But, while there is an array of options, given the realities of mid-scale hotel foodservice, any new food offering has to hit all the right notes for not only flavour, but logistics, too.

Eggs and bacon, or even a simple fast-food sandwich, may seem like basic brekkie staples, but keeping the program consistent, and achievable, is important to the market segment, especially when offering breakfast at a property with no kitchen facilities and a staff trained for customer service instead of foodservice. “Homewood Suites by Hilton now offers a more robust set of breakfast options, with new recipe cards,” says Dawn Koenig, vice-president, Branding and Support, Homewood Suites and Home2. And, because Homewood is an upscale extended-stay brand, the product has to reflect the higher positioning. “Homewood properties have an oven and a heating oven, so it’s more complex fare, but we’re also not hiring professional chefs to cook the food. So, we have all of our training materials and recipes created assuming no culinary background. With the right training, and product, we’re able to offer a high-quality breakfast, every time.”

The brass at IHG is faced with the same logistical and human resource challenge every morning since the complimentary breakfast option is fundamental to their Holiday Inn Express product. “In looking at the Holiday Inn Express, complimentary breakfast is clearly part of the guest expectation,” says Sue Morgan, vice-president, Food and Beverage, IHG North America. So, operators are constantly challenged to produce a tasty, healthy and upscale product, regardless of foodservice background or facilities. As a result, corporate staff in Atlanta is always on the lookout for ways to systemize, streamline or educate. “It’s a highly scripted program,” Morgan says of the brand’s breakfast offering that includes the bacon and egg standbys but also a new pancake maker and the brand’s signature cinnamon rolls. “We’re very rigorous in the selection of the vendors we choose for our breakfast program and regard them as partners in our business. For our properties, that means we’re able to say: “Here is the egg SKU, here is the convection oven, here’s the way you need to prepare and serve it.” It’s consistency, ease of execution. We’re also always reviewing, and we conduct continual in-market workshops to optimize that breakfast offering and the personnel.”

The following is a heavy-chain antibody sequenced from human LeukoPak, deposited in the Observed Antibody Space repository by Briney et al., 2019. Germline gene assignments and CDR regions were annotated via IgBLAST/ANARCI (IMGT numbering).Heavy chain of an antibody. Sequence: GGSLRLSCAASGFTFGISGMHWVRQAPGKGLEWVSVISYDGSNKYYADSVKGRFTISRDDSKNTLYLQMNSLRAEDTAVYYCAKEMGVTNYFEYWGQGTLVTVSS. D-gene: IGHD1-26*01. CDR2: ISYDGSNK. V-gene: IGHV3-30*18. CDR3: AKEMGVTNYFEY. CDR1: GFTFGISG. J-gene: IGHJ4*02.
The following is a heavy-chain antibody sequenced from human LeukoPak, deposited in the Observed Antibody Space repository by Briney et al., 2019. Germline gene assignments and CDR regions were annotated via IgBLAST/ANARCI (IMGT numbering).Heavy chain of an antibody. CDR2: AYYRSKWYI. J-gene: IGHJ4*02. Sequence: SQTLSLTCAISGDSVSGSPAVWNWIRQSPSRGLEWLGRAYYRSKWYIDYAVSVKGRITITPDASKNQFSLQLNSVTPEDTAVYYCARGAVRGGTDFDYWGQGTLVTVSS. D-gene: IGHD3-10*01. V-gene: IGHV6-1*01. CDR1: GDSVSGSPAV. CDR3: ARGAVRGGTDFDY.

But then comes the pesky ROI question. Is all the effort, cost and logistical headache worth it in the long run? Do guests today choose one property over another because of a breakfast option, and, more importantly, can you fold that into a bump in rate? Well, as with many questions today, the jury is still out. When Best Western struggled with the answer, the question was changed. “We measure the effectiveness of our breakfast program, not as a direct return on investment, but rather on intent to recommend,” Pohl says. “We’ve found a direct correlation, and as Best Western hotels achieve increasingly high breakfast satisfaction scores, we’re also seeing increasingly high reports of intent to recommend. That’s a meaningful dollar amount.”

And, a final word of warning: though mid-scale players are busting their budgets to find the next great breakfast option for guests, from pork-packed egg sandwiches to hot oatmeal with local berries and even made-to-order pancakes, the importance of one breakfast addiction can never be overstated. “Great coffee is a must,” says Best Western’s Pohl. “It’s extra important, and is driven by your local market. The coffee you’re serving has to be on par with what guests get at home or from the local retail outlet. The only thing worse than no coffee, is bad coffee.”